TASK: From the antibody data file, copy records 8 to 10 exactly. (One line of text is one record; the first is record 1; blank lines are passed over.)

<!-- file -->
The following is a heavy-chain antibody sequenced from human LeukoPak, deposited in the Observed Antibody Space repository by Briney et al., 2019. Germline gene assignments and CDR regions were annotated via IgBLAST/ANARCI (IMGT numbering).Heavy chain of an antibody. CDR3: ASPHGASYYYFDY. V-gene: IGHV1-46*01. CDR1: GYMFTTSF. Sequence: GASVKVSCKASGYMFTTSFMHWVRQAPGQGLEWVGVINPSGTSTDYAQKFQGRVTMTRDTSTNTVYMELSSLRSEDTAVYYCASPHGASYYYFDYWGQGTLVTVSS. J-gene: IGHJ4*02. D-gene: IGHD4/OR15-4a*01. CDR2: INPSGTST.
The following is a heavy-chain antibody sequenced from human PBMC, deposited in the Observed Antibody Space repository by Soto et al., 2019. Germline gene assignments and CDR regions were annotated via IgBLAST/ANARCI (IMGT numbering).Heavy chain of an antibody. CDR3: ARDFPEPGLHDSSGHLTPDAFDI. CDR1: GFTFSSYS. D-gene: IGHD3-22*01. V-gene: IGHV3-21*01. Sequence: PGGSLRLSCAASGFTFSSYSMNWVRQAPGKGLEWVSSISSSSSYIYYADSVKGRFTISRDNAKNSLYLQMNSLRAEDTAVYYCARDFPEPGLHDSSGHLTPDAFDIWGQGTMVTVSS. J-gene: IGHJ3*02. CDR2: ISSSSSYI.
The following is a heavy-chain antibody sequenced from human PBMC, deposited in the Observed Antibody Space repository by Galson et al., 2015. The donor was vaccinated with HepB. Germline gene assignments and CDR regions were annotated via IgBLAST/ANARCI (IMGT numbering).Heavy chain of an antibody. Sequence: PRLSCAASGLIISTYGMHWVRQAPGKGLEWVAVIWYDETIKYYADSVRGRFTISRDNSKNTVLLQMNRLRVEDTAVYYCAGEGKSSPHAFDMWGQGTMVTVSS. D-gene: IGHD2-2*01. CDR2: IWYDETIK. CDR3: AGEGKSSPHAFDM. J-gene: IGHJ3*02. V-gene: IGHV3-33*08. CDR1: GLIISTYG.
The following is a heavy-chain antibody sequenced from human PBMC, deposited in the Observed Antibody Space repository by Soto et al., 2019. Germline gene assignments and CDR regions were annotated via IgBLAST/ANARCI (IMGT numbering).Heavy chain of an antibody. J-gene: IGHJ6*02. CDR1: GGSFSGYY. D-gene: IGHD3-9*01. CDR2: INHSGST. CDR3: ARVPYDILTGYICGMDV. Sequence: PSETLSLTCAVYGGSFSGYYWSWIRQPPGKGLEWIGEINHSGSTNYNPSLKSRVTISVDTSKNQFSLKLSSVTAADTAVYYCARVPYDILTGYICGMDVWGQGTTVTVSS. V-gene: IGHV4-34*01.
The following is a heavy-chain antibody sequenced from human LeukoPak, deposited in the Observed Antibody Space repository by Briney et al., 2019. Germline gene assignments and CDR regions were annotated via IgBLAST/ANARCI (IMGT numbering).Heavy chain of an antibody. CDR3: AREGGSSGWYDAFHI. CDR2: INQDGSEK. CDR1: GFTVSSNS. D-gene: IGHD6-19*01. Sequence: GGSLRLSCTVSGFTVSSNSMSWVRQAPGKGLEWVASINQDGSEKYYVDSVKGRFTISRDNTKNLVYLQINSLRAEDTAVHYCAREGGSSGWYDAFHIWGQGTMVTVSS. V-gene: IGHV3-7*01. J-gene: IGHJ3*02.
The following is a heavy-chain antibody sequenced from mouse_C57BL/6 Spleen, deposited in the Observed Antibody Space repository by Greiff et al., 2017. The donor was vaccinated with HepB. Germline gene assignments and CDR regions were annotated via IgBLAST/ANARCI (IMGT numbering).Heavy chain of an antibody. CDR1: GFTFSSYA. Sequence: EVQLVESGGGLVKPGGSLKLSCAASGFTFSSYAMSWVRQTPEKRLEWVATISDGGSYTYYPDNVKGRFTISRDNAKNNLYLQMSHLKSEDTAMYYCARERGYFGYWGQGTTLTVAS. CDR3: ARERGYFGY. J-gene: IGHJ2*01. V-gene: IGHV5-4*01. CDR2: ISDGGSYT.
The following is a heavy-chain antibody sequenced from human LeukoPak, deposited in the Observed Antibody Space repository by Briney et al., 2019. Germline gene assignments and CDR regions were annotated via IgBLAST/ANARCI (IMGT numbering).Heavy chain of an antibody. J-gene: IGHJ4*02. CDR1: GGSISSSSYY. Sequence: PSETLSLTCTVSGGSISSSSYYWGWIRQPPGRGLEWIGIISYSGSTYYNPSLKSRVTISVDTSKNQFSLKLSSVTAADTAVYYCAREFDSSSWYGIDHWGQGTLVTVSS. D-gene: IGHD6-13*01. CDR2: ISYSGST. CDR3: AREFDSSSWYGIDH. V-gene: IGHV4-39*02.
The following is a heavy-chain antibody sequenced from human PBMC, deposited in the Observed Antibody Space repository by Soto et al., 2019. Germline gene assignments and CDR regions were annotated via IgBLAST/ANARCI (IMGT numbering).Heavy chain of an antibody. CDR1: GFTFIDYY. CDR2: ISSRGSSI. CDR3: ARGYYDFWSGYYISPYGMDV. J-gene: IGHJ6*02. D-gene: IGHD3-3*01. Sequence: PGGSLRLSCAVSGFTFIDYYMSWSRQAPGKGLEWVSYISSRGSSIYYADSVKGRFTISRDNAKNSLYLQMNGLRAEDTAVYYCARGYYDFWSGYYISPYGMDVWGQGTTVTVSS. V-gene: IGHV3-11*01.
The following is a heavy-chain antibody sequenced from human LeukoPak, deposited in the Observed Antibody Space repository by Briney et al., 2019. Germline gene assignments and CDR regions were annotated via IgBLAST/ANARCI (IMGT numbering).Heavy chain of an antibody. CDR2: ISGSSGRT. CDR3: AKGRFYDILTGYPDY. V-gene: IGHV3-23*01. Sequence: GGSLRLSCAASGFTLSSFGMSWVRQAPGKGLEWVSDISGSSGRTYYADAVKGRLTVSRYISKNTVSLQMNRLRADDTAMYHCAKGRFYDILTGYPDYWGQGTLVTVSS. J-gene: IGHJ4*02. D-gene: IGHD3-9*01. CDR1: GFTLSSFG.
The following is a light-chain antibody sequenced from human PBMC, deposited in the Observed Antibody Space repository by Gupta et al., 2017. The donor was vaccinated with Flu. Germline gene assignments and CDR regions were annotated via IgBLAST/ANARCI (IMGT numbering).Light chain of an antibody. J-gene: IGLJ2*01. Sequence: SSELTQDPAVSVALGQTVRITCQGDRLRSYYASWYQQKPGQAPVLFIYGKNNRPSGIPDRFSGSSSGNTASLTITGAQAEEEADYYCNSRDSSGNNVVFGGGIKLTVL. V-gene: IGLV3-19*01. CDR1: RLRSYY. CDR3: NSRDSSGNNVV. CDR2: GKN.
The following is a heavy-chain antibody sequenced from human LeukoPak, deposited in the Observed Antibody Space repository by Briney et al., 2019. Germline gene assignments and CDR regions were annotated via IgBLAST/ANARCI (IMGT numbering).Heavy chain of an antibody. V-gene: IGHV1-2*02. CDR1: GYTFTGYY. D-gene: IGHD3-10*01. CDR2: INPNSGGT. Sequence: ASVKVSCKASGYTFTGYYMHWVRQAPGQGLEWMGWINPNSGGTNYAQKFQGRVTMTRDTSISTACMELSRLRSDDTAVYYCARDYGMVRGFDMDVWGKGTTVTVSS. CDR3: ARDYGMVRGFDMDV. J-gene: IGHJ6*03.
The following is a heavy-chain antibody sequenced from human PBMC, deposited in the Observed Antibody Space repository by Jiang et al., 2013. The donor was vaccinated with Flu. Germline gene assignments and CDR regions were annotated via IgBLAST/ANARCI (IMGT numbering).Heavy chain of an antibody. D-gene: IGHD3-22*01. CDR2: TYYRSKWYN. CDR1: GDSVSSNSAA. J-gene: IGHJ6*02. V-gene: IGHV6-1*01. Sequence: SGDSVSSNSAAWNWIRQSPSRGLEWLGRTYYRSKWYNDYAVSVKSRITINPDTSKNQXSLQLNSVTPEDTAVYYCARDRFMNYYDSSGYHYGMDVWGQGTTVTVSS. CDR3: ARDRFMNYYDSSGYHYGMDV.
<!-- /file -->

The following is a heavy-chain antibody sequenced from human PBMC, deposited in the Observed Antibody Space repository by Soto et al., 2019. Germline gene assignments and CDR regions were annotated via IgBLAST/ANARCI (IMGT numbering).Heavy chain of an antibody. CDR1: GFTFIDYY. CDR2: ISSRGSSI. CDR3: ARGYYDFWSGYYISPYGMDV. J-gene: IGHJ6*02. D-gene: IGHD3-3*01. Sequence: PGGSLRLSCAVSGFTFIDYYMSWSRQAPGKGLEWVSYISSRGSSIYYADSVKGRFTISRDNAKNSLYLQMNGLRAEDTAVYYCARGYYDFWSGYYISPYGMDVWGQGTTVTVSS. V-gene: IGHV3-11*01.
The following is a heavy-chain antibody sequenced from human LeukoPak, deposited in the Observed Antibody Space repository by Briney et al., 2019. Germline gene assignments and CDR regions were annotated via IgBLAST/ANARCI (IMGT numbering).Heavy chain of an antibody. CDR2: ISGSSGRT. CDR3: AKGRFYDILTGYPDY. V-gene: IGHV3-23*01. Sequence: GGSLRLSCAASGFTLSSFGMSWVRQAPGKGLEWVSDISGSSGRTYYADAVKGRLTVSRYISKNTVSLQMNRLRADDTAMYHCAKGRFYDILTGYPDYWGQGTLVTVSS. J-gene: IGHJ4*02. D-gene: IGHD3-9*01. CDR1: GFTLSSFG.
The following is a light-chain antibody sequenced from human PBMC, deposited in the Observed Antibody Space repository by Gupta et al., 2017. The donor was vaccinated with Flu. Germline gene assignments and CDR regions were annotated via IgBLAST/ANARCI (IMGT numbering).Light chain of an antibody. J-gene: IGLJ2*01. Sequence: SSELTQDPAVSVALGQTVRITCQGDRLRSYYASWYQQKPGQAPVLFIYGKNNRPSGIPDRFSGSSSGNTASLTITGAQAEEEADYYCNSRDSSGNNVVFGGGIKLTVL. V-gene: IGLV3-19*01. CDR1: RLRSYY. CDR3: NSRDSSGNNVV. CDR2: GKN.